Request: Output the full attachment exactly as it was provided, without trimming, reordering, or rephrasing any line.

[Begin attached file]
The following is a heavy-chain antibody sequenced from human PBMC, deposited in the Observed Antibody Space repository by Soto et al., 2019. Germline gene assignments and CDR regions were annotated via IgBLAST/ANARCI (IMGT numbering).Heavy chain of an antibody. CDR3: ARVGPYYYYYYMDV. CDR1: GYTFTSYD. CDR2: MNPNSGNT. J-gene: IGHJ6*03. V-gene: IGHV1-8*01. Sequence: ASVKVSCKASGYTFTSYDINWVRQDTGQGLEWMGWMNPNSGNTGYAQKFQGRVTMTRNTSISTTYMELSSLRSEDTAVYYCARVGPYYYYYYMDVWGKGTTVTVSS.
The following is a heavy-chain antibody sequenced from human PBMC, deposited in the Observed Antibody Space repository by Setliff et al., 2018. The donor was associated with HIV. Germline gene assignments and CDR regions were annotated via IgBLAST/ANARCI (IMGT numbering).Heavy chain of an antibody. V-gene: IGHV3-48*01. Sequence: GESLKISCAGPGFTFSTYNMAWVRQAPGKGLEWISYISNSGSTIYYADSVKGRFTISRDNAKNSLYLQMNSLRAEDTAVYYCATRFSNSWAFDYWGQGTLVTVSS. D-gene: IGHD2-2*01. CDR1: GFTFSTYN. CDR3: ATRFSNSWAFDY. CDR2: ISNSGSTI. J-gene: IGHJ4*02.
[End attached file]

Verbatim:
The following is a heavy-chain antibody sequenced from human PBMC, deposited in the Observed Antibody Space repository by Soto et al., 2019. Germline gene assignments and CDR regions were annotated via IgBLAST/ANARCI (IMGT numbering).Heavy chain of an antibody. CDR3: ARVGPYYYYYYMDV. CDR1: GYTFTSYD. CDR2: MNPNSGNT. J-gene: IGHJ6*03. V-gene: IGHV1-8*01. Sequence: ASVKVSCKASGYTFTSYDINWVRQDTGQGLEWMGWMNPNSGNTGYAQKFQGRVTMTRNTSISTTYMELSSLRSEDTAVYYCARVGPYYYYYYMDVWGKGTTVTVSS.
The following is a heavy-chain antibody sequenced from human PBMC, deposited in the Observed Antibody Space repository by Setliff et al., 2018. The donor was associated with HIV. Germline gene assignments and CDR regions were annotated via IgBLAST/ANARCI (IMGT numbering).Heavy chain of an antibody. V-gene: IGHV3-48*01. Sequence: GESLKISCAGPGFTFSTYNMAWVRQAPGKGLEWISYISNSGSTIYYADSVKGRFTISRDNAKNSLYLQMNSLRAEDTAVYYCATRFSNSWAFDYWGQGTLVTVSS. D-gene: IGHD2-2*01. CDR1: GFTFSTYN. CDR3: ATRFSNSWAFDY. CDR2: ISNSGSTI. J-gene: IGHJ4*02.